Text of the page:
The welfare ministry’s main task with regards to public assistance is to make sure individuals who receive government funds due to financial difficulties are not taking undue advantage of the system. Consequently, the rationale behind public welfare in Japan isn’t the same as it is in, say, Europe, where providing public assistance to the needy is considered a core mission of government. In Japan, those who require help must be proactive, even agressive, in securing that help.
It’s therefore no surprise that since 2013 the amount of public assistance that’s been made available by the welfare ministry has been steadily decreasing, according to a recent report by NHK. The biggest drop, 10 percent, was from 2013 to 2015. The government has explained that this decrease was due to a concurrent drop in the consumer price index. As a result, throughout Japan 29 lawsuits were brought against the government by welfare recipients who demanded they be compensated for the loss of benefits, and Oct. 19 the Yokohama District Court found in favor of some of these plaintiffs, saying that the government’s decision to cut payments was arbitrary. No experts were consulted before the cuts were made and the CPI justification wasn’t convincing since the index is based on a wide variety of products and services, including big ticket items such as smart TVs and computers, which people on welfare don’t buy, so using the CPI as a referent was not “reasonable” since it didn’t properly gauge the cost of living for people already receiving public assistance. Food and necessary goods did not decrease in price appreciably.
NHK says that this was the fourth case so far that was decided in favor of the plaintiffs. In another case that is currently being tried in Saitama, the plaintiffs’ attorneys are arguing that cutting welfare benefits is a violation of Article 25 of the Constitution, which guarantees the right to a minimum standard of living. If the suit is successful, it would make for a very strong precedent.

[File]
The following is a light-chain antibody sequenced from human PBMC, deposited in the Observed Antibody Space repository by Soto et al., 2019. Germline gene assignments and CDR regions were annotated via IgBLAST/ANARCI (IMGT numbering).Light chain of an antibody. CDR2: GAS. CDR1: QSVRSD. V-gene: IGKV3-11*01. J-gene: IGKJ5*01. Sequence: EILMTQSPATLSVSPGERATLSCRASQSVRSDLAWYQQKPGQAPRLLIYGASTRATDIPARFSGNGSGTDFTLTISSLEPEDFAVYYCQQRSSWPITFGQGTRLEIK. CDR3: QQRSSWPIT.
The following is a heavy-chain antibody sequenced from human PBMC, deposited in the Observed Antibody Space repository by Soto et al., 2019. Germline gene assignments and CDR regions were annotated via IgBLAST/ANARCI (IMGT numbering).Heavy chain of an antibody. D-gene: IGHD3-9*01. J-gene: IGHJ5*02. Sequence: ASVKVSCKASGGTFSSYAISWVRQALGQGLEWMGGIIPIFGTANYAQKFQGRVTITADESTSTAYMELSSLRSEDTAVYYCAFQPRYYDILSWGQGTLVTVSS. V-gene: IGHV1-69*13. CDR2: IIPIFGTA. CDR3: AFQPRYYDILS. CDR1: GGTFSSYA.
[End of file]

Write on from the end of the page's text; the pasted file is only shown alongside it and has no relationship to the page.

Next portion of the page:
Of course, in the past few years, inflation has erased any CPI decrease, but people who receive government assistance have not necessarily seen an increase in their benefits. In many cases, they have continued to lose economic traction in other ways.
Activist Karin Amamiya recently wrote about the problem in her column in Magazine 9, where she elaborated on how inflation is hitting poor people disproportionately. She is now afraid that the sudden and substantial increase in the defense budget, which many in the government want to pay for with increased taxes, will make it even more difficult for low income people to survive. One of her regular activities is helping an NGO that gives away food in front of the Tokyo Metropolitan Government offices every Saturday. She says that on the last day of November, 644 people stood in line to receive food, the largest number she has ever seen. Due to inflation, the average Tokyo household’s living expenses this year increased by ¥96,000 over 2021, and is expected to increase by at least another ¥40,000 next year. These increases also affect people on government assistance, who still have to pay market prices for the things they need.